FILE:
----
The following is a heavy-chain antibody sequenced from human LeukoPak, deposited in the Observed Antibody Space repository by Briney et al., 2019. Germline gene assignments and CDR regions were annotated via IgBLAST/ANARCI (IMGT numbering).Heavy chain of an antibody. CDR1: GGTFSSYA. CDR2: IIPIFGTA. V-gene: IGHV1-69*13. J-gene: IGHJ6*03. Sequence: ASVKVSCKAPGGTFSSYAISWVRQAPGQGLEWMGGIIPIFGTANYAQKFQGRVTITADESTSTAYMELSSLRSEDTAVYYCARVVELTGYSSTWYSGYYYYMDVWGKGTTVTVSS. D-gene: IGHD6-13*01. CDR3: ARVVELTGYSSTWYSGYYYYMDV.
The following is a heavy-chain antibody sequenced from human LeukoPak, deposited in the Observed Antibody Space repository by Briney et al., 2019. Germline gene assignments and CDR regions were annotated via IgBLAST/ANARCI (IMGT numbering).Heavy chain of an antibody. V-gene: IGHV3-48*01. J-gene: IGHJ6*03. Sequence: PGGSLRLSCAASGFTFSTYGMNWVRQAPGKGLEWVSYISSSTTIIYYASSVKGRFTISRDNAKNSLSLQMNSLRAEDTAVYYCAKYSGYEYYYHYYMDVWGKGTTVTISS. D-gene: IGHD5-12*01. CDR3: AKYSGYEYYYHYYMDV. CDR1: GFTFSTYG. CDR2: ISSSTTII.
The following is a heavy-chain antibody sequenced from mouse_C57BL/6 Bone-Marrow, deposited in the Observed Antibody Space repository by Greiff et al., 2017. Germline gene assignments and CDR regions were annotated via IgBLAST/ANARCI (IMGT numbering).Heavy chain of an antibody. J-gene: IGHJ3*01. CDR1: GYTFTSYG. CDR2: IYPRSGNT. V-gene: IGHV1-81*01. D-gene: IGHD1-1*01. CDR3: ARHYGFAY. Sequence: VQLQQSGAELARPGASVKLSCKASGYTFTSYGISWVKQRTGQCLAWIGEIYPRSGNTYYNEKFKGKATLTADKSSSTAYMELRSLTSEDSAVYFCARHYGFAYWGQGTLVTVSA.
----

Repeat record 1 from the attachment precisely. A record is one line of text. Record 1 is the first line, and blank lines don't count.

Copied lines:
The following is a heavy-chain antibody sequenced from human LeukoPak, deposited in the Observed Antibody Space repository by Briney et al., 2019. Germline gene assignments and CDR regions were annotated via IgBLAST/ANARCI (IMGT numbering).Heavy chain of an antibody. CDR1: GGTFSSYA. CDR2: IIPIFGTA. V-gene: IGHV1-69*13. J-gene: IGHJ6*03. Sequence: ASVKVSCKAPGGTFSSYAISWVRQAPGQGLEWMGGIIPIFGTANYAQKFQGRVTITADESTSTAYMELSSLRSEDTAVYYCARVVELTGYSSTWYSGYYYYMDVWGKGTTVTVSS. D-gene: IGHD6-13*01. CDR3: ARVVELTGYSSTWYSGYYYYMDV.